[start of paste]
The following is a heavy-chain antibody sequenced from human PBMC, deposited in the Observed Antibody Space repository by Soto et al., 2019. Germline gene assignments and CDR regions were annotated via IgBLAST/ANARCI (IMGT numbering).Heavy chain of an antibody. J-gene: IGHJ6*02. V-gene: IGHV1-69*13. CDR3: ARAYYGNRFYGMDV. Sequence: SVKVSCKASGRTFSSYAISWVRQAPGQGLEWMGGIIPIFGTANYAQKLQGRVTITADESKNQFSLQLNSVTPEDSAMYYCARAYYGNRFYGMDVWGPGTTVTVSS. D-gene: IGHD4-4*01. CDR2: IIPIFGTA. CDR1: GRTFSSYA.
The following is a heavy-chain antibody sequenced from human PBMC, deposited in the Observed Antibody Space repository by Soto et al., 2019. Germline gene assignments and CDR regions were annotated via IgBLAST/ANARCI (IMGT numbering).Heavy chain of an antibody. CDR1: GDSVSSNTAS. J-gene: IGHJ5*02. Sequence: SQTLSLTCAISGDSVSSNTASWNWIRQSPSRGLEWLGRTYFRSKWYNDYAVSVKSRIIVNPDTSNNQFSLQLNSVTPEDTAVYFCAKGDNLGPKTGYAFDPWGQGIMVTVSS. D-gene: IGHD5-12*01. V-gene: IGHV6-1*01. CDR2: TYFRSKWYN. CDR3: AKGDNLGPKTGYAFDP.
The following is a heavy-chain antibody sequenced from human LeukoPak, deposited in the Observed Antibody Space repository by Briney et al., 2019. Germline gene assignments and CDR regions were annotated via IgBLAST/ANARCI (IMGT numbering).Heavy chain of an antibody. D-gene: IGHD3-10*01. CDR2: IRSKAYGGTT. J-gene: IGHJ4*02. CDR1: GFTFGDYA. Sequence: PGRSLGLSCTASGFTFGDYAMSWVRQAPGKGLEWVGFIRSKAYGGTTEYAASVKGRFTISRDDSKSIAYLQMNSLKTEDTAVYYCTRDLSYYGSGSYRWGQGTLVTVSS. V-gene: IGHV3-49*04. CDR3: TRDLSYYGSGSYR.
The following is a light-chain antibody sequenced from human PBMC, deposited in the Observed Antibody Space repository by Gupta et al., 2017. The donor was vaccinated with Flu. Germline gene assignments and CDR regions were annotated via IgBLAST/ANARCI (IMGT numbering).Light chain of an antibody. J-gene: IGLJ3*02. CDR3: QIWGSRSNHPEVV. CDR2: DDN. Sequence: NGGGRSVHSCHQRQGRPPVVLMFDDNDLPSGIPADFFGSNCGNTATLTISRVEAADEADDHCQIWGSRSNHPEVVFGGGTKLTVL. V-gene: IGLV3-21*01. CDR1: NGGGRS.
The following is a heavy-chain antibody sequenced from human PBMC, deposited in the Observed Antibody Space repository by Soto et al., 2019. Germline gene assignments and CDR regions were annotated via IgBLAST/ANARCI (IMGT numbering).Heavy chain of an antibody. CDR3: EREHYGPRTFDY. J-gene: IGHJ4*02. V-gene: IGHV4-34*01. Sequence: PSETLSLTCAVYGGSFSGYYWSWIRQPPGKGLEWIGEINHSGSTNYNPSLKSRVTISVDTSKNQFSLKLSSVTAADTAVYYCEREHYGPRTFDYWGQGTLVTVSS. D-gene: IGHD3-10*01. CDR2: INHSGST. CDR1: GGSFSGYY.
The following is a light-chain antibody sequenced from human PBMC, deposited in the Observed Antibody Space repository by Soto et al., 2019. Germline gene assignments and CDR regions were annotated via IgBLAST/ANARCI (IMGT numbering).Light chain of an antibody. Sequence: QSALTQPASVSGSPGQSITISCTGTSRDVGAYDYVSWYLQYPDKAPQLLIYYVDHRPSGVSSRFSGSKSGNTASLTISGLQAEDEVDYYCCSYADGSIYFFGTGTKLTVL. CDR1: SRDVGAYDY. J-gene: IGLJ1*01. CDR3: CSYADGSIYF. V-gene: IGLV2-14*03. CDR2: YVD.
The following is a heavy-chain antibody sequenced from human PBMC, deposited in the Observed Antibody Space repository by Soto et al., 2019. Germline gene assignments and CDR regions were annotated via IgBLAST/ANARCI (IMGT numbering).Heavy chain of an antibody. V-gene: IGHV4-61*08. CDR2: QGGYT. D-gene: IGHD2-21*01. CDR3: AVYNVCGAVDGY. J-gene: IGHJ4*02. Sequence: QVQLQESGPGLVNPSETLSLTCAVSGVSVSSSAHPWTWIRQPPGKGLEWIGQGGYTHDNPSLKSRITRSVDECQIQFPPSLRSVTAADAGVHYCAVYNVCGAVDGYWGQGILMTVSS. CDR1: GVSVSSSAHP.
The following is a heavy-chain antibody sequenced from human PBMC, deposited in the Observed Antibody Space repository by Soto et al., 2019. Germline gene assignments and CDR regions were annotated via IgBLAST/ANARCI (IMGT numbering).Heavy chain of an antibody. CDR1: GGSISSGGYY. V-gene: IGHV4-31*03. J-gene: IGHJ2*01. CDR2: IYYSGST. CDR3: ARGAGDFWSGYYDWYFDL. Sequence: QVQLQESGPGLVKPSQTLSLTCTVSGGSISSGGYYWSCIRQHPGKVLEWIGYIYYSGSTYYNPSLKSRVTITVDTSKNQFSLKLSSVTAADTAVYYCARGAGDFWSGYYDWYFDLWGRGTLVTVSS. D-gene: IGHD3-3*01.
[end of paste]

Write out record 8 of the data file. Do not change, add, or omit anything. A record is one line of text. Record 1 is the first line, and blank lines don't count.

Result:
The following is a heavy-chain antibody sequenced from human PBMC, deposited in the Observed Antibody Space repository by Soto et al., 2019. Germline gene assignments and CDR regions were annotated via IgBLAST/ANARCI (IMGT numbering).Heavy chain of an antibody. CDR1: GGSISSGGYY. V-gene: IGHV4-31*03. J-gene: IGHJ2*01. CDR2: IYYSGST. CDR3: ARGAGDFWSGYYDWYFDL. Sequence: QVQLQESGPGLVKPSQTLSLTCTVSGGSISSGGYYWSCIRQHPGKVLEWIGYIYYSGSTYYNPSLKSRVTITVDTSKNQFSLKLSSVTAADTAVYYCARGAGDFWSGYYDWYFDLWGRGTLVTVSS. D-gene: IGHD3-3*01.